Nicholas Maillard, a British lawyer and critic of Texas, left England in November 1839 and arrived in Texas on January 30, 1840. He settled in Richmond, where he acquired a reputation as a mixer of excellent drinks and became coeditor of the Richmond Telescope. In that capacity he assisted with the three numbers published between March 17 and April 4, 1840, and contributed a poem, "What Can Man Do More?" On April 9 he was admitted to the bar by the Fort Bend County district court. When not engaged in writing, he was often in the company of James Riddell, a gunsmith and cutler whom he had previously known. Riddell stated that Maillard was writing a novel, but Maillard himself maintained that he was making notes on the law. In May and June 1840 he made several trips to Houston and one to Austin. In July he stated that the death of a relative in London required his presence there, and after a dinner given by the bar association he left. Shortly thereafter Riddell also left Richmond. Maillard arrived in England about August 15, 1840, and immediately began writing letters to the press and to British officials condemning Texas.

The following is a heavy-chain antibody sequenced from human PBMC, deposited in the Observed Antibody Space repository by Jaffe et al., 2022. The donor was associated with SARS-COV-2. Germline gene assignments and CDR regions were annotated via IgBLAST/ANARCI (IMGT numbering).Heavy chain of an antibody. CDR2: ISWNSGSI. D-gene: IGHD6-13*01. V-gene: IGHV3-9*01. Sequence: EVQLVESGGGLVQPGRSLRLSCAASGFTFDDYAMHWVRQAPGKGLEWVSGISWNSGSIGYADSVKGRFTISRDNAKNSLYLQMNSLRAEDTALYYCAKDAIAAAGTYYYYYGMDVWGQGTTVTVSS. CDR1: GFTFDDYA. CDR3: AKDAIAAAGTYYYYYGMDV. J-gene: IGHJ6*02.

In 1842 he published a book, The History of the Republic of Texas, from the Discovery of the Country to the Present Time and the Cause of Her Separation from the Republic of Mexico. John H. Jenkins asserted that the book was "the most vitriolic denunciation of the Republic of Texas, written with absolutely no regard for the truth." Cadwell Walton Raines dismissed it as "a tissue of misstatements and contradictions too glaring to need correction." Maillard professed the objective of the work to be a true description of the Texas Revolution and of the aggressive and treasonable policy pursued by Texans toward Mexico. He described Texas as a country "stained with the crime of Negro slavery and Indian massacre." Maillard offered the book as a reaction to William Kennedy's Texas: The Rise, Progress, and Prospects of the Republic of Texas (1841), a pro-Texas work then popular in Great Britain. The Texans were, Maillard claimed, "a people whose existence as an independent nation is owing, first, to their own base treason, and secondly, to a political juggle of Andrew Jackson." Texas, he continued, was "filled with habitual liars, drunkards, blasphemers, and slanderers; sanguinary gamesters and cold-blooded assassins; with idleness and sluggish indolence (two vices for which the Texans are already proverbial); with pride, engendered by ignorance and supported by fraud." He warned against the recognition of Texas by Great Britain and against emigration of Britishers to the wretched, sickly place. For the most part full of errors and bias, the book, nevertheless, contained an excellent account of the Indians. Ashbel Smith, chargé d'affaires to Great Britain, stated that the book failed to "produce the slightest effect" upon the British recognition of Texas independence, which was accomplished on June 28, 1842. During a discussion of the Texas Land and Emigration Company at a meeting of the British and Foreign Anti-Slavery Society, Maillard stated that the colonization of Texas "on anti-slavery principles was impractical."